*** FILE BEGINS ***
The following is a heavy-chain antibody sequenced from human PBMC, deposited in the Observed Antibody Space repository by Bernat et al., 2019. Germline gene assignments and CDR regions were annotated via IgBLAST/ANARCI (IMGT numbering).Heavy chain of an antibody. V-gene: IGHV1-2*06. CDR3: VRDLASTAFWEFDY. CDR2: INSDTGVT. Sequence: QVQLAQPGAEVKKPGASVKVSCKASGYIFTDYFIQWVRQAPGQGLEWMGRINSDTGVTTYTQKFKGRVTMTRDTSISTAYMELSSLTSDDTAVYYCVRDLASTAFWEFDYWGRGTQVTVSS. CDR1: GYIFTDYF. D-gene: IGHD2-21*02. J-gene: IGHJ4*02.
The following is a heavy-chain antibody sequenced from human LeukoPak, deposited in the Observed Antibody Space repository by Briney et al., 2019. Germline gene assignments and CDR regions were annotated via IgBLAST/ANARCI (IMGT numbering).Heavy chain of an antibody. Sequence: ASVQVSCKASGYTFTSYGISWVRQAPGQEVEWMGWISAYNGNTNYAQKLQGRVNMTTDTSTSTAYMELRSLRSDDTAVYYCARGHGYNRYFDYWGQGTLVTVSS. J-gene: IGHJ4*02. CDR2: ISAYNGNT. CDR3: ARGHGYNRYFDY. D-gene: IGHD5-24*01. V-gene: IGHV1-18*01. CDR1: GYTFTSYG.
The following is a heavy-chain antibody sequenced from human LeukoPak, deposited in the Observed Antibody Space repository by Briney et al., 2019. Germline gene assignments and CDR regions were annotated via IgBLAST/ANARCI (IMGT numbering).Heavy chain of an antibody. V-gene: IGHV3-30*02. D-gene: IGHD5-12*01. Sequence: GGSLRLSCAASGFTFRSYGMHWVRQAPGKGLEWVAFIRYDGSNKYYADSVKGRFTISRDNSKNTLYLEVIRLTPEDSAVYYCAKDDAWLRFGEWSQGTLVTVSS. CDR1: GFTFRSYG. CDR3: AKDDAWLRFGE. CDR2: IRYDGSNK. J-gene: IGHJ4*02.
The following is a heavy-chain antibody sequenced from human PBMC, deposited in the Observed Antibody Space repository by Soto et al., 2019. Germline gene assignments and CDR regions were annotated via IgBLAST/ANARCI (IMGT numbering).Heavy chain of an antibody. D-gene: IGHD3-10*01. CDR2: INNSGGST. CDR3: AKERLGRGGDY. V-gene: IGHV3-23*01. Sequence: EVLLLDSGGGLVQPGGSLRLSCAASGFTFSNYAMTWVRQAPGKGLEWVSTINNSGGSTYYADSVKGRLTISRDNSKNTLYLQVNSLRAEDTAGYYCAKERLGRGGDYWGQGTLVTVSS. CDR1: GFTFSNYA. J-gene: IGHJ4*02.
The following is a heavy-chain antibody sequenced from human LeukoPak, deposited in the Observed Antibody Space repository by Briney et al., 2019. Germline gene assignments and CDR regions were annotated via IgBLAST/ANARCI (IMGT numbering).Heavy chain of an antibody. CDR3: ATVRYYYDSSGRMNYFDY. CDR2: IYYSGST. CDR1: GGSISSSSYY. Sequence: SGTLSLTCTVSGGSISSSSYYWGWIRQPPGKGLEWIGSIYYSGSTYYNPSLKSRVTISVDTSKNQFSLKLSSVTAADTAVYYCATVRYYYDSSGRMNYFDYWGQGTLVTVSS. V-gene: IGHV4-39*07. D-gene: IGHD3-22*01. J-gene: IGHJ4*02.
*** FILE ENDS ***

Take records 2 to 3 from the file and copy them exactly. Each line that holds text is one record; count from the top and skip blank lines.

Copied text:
The following is a heavy-chain antibody sequenced from human LeukoPak, deposited in the Observed Antibody Space repository by Briney et al., 2019. Germline gene assignments and CDR regions were annotated via IgBLAST/ANARCI (IMGT numbering).Heavy chain of an antibody. Sequence: ASVQVSCKASGYTFTSYGISWVRQAPGQEVEWMGWISAYNGNTNYAQKLQGRVNMTTDTSTSTAYMELRSLRSDDTAVYYCARGHGYNRYFDYWGQGTLVTVSS. J-gene: IGHJ4*02. CDR2: ISAYNGNT. CDR3: ARGHGYNRYFDY. D-gene: IGHD5-24*01. V-gene: IGHV1-18*01. CDR1: GYTFTSYG.
The following is a heavy-chain antibody sequenced from human LeukoPak, deposited in the Observed Antibody Space repository by Briney et al., 2019. Germline gene assignments and CDR regions were annotated via IgBLAST/ANARCI (IMGT numbering).Heavy chain of an antibody. V-gene: IGHV3-30*02. D-gene: IGHD5-12*01. Sequence: GGSLRLSCAASGFTFRSYGMHWVRQAPGKGLEWVAFIRYDGSNKYYADSVKGRFTISRDNSKNTLYLEVIRLTPEDSAVYYCAKDDAWLRFGEWSQGTLVTVSS. CDR1: GFTFRSYG. CDR3: AKDDAWLRFGE. CDR2: IRYDGSNK. J-gene: IGHJ4*02.